Tag Archives: sovereignty

In Ezra, Christ is the ruler of Kings

26 May

A Scarlet Thread is a hint in the O.T. that gave us a picture of what the Messiah would be like. While not a picture of Jesus Himself, the book of Ezra does paint an allegorical picture of the gospel invitation and the Christian’s walk in the face of enemies.
In this book, we see Christ as the ruler of kings. He moves earthly monarchs to fulfill His will. Behind the movements of men and nations, there is the unseen and omnipotent hand of God. Three pagan kings are presented in this book, each one doing what he desires to do, yet fulfilling the purposes of God in their plans. God stirs up the spirits of those people by regeneration and makes them willing. God raises them out of slavery to sin into the liberty of the children of God. This is how the heavenly Canaan will be filled. God first calls, then He enables us to respond. Some choose to stay in Babylon, unwilling to leave behind the familiar world they’ve always known.
Cyrus’ proclamation is itself a picture of the general call of the gospel for people to leave this world and go to the Promised Land. The bringing back of the Jews from captivity represents the redemption of sinners by Jesus Christ.
An account is kept of the names of the people of the kingdom. Likewise our names are written in the Book of Life. “And anyone not found written in the Book of Life was cast into the lake of fire.” Rev. 20:15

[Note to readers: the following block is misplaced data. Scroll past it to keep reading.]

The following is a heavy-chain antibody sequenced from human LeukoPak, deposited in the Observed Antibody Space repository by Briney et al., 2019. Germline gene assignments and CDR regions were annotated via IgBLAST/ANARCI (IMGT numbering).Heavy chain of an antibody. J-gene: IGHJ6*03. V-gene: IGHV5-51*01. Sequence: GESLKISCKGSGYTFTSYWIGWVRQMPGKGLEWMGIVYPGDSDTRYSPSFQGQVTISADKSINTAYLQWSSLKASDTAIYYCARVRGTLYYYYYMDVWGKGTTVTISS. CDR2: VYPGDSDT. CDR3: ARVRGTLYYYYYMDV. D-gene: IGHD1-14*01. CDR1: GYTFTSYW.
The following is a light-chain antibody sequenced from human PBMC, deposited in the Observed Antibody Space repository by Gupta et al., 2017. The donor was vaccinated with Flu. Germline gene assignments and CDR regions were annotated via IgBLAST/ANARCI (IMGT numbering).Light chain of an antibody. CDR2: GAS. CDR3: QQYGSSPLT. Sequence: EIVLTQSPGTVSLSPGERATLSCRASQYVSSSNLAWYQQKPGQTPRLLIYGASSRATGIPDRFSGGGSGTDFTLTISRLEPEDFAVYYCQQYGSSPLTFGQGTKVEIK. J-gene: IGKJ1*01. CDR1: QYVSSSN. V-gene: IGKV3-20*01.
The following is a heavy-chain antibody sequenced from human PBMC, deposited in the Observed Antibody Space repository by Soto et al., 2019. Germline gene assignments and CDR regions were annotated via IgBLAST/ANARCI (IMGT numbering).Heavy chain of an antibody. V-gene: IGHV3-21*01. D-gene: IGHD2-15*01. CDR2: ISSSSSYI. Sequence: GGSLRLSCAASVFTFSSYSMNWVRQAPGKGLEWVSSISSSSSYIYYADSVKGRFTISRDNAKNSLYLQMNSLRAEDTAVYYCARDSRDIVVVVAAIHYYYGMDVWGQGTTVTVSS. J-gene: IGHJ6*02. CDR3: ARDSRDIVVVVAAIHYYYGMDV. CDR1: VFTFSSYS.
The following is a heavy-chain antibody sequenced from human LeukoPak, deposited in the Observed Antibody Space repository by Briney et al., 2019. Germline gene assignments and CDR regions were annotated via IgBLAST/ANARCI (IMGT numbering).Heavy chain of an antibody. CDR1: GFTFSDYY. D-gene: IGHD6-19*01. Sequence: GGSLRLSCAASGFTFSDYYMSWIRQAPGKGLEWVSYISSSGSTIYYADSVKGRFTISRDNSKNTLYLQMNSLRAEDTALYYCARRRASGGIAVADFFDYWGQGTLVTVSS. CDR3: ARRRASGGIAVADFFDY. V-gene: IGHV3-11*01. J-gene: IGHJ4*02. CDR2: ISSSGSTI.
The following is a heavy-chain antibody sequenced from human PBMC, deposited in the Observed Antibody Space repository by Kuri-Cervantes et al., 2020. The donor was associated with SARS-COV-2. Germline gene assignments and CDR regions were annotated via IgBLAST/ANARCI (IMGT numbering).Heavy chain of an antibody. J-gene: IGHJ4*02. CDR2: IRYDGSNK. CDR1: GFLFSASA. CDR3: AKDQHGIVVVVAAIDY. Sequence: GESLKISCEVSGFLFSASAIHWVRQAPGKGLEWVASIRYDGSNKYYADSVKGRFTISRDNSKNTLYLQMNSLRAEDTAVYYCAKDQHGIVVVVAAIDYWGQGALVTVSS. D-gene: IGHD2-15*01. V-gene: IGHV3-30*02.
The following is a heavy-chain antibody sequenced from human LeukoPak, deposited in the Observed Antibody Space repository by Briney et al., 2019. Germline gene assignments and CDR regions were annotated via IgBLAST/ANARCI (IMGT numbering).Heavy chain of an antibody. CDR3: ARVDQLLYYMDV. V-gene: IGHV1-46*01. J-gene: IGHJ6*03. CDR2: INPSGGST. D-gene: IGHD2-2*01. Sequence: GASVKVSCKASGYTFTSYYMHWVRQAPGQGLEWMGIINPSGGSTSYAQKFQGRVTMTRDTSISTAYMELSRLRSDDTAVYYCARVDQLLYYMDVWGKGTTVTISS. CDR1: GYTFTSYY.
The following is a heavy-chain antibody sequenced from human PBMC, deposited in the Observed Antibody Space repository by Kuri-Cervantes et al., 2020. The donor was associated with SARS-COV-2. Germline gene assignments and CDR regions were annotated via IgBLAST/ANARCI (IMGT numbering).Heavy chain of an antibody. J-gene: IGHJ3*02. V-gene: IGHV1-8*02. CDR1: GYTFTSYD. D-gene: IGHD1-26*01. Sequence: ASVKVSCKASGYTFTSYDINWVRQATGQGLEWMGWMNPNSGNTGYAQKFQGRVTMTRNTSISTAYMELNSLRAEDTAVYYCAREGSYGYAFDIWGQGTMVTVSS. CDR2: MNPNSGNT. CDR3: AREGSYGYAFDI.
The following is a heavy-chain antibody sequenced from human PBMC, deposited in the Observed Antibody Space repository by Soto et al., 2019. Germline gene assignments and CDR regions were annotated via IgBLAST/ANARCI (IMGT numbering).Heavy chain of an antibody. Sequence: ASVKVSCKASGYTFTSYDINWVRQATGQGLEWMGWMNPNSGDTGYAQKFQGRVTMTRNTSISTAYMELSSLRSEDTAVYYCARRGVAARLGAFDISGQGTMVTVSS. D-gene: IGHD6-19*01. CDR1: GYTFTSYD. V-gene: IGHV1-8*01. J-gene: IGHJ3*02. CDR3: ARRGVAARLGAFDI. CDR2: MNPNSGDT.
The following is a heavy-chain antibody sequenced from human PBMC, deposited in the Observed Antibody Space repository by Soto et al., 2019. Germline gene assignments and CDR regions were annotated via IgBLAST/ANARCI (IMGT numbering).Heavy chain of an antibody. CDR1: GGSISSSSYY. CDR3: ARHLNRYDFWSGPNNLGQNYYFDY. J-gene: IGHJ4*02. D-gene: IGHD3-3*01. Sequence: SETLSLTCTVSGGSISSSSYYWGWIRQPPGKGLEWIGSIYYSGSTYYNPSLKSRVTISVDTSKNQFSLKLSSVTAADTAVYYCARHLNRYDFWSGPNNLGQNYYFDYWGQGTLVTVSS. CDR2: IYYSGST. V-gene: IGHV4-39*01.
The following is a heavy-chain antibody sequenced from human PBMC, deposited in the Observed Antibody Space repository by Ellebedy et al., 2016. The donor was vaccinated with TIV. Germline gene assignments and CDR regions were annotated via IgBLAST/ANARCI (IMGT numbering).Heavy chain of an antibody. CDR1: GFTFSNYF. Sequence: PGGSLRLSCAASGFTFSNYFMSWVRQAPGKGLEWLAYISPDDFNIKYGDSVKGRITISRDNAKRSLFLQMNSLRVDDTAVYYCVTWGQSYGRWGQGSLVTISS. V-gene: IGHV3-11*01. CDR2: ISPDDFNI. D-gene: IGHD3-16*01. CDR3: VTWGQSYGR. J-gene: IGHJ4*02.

Some who had no evidence of their priesthood were rejected. Ezra 3:62 If people have no evidence that by the new birth they are priests to God, through Jesus Christ, they have no rights to the comforts and privileges of Christians. See the parable of the marriage feast in Matthew 22:11-13.
When the tabernacle was being constructed in the wilderness, the people gave more than was needed, and had to be restrained from giving. When the first temple was constructed, the people gave generously at all stages of the construction and later for the worship. Now again, they are giving (Ezra 2:69) 25 tons of silver, 4 tons of gold, and 100 priestly garments.

In the New Covenant, we are not living in a theocracy. Our taxes support our society, and our givings are never referred to as a tithe, but only ever as offerings and gifts. We are to give cheerfully, willingly, deliberately, as God has prospered us.

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